The keys, though, include keeping an accurate count amidst casino distractions and blending in with normal players.

Daily Fantasy Sports

DFS is the newest game that offers skilled gamblers an opportunity to make money.

Daily fantasy sees you pay an entry fee to enter contests and compete against other players. The goal is to create lineups that score the most points and rank the highest in tournaments.

Daily fantasy sports experienced a big boom in 2015, thanks to clever marketing campaigns that make it seem like any sports fan can win.

The truth, though, is that only a small percentage of those who play actually win. A McKinsey study from 2015 showed that 1.3% of daily fantasy baseball players collect 91% of the winnings.

Despite these long odds, many people still enjoy trying to win in daily fantasy, but what exactly can you expect to win if youre among the small percentage of DFS pros?

The potential for big winners is there for the most skilled daily fantasy players.

Saahil Sud, profiled in a WBUR piece, said he made over $3 million in profits in a single year. Former poker pro Aaron Jones switched over to DFS and won a DraftKings contest worth $5 million in early 2016.

Of course, the average professional DFS player doesnt earn quite this much. To determine a standard DFS salary, lets consider the following factors:

  • Entries per day Most DFS pros enter several hundred contests every day.
  • Stakes Typical entry fees range anywhere from $1 up to $1,000.
  • Fees DFS sites tack on a 10% fee to each buy in, which is where their profits come from.
  • Skill level Some pros have a bigger edge than others.

Now, lets input variables to come up with an average daily profit:

  • 300 entries per day
  • $100 + $10 (fee) average buy in
  • 300 x $110 = $3,300 daily fees
  • You re playing for $3,000 after subtracting fees
  • Expected value based on skill is 115%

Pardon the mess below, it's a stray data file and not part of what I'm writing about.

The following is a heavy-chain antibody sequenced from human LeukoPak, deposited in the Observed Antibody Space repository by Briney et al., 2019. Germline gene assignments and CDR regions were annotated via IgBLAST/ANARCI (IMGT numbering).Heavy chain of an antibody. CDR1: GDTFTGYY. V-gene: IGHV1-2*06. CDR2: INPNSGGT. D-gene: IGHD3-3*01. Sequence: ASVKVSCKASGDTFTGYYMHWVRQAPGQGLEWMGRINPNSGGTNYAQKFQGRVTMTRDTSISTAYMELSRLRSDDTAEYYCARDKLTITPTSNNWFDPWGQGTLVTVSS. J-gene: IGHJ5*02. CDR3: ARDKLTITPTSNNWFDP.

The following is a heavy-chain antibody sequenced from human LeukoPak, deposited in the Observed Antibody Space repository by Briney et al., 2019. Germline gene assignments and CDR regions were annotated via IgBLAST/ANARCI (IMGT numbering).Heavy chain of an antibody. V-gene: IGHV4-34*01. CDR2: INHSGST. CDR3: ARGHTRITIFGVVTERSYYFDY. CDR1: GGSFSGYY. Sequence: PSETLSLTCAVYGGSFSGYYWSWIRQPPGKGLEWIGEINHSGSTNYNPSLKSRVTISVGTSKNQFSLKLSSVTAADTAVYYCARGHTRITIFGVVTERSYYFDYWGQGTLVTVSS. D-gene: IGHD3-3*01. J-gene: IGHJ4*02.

• $3,000 x 1.15 = $3,450 winnings
  • $3,450 $3,300 = $150 in daily profits

If we multiply $150 by 365 days, youll earn an annual salary worth $54,750.

Of course, DFS is filled with variance, and you wont always feel like youre on the path to a solid $55k per year. This is why its key to have a large enough bankroll to survive the ups and downs.


Poker has long been one of the most viable options for becoming a professional gambler. The reason why is because youre competing against other opponents instead of the house.

Its tougher to make a living in poker these days because strategy is more prevalent. Online poker gives players a chance to rapidly accelerate their learning curve by seeing more hands per hour.

You can still become a profitable player with enough hard work and experience though. In fact, some pros still make six or seven figure annual incomes with the game.

However, the vast majority of pros these days earn between $40,000 and $100,000 per year.

Poker is unique in that there are essentially two types of professionals: tournament and cash game pros.

Most rounders mix up their play between both platforms. However, the majority of poker pros also specialize in either tourneys or cash games.

Lets look at the different considerations for cash vs. tournament play:

Cash Games
  • Profit measured in big blinds (BB) made per hour.
  • House takes 5% rake from cash game pots for running games.
  • More control over annual salary than tournaments.
  • Profit measured by rate of return (ROI) on buy ins.
  • House adds 10% fee to buy ins (e.g. $10 + $1 fee).
  • Only top 10 15% of field makes money.
  • Tournaments have more variance than cash games.

A cash grinder needs to figure out what stakes they must play to make a comfortable living based on BB earned per hour.

An example is if you played $10/$20 no limit Texas hold em and made 1.5 BB per hour. This equates to $30 per hour, $1,200 per week for a 40-hour workweek and $62,400 for a full year.

A tournament pro must decide what buy-in level they must choose to make a high enough ROI to live comfortably.

If you spend $20,000 on tourney buy-ins in a week and make $22,000, then your RIO is 10% ([22,000 20,000 / 20,000). This means that youll earn a $10 profit for every $100 you spend on tournament buy-ins.

One more consideration here is whether youll dedicate the bulk of your time towards live or online poker.

Online cash games and tourneys offer more volume because you can play multiple tables. Plus hands and tournaments go much faster, giving you an opportunity to boost your hourly wages.

Another Internet poker advantage is that you cut out extra expenses like traveling, hotel stays, meals and dealer/waitress tips.

Nevertheless, many players find that their win rate is higher in live games. The most lucrative tournaments are found in land-based casinos, too, such as the World Series of Poker events.

Sports Betting

The good thing about sports betting is that you dont need to have a massive win rate just to book profits.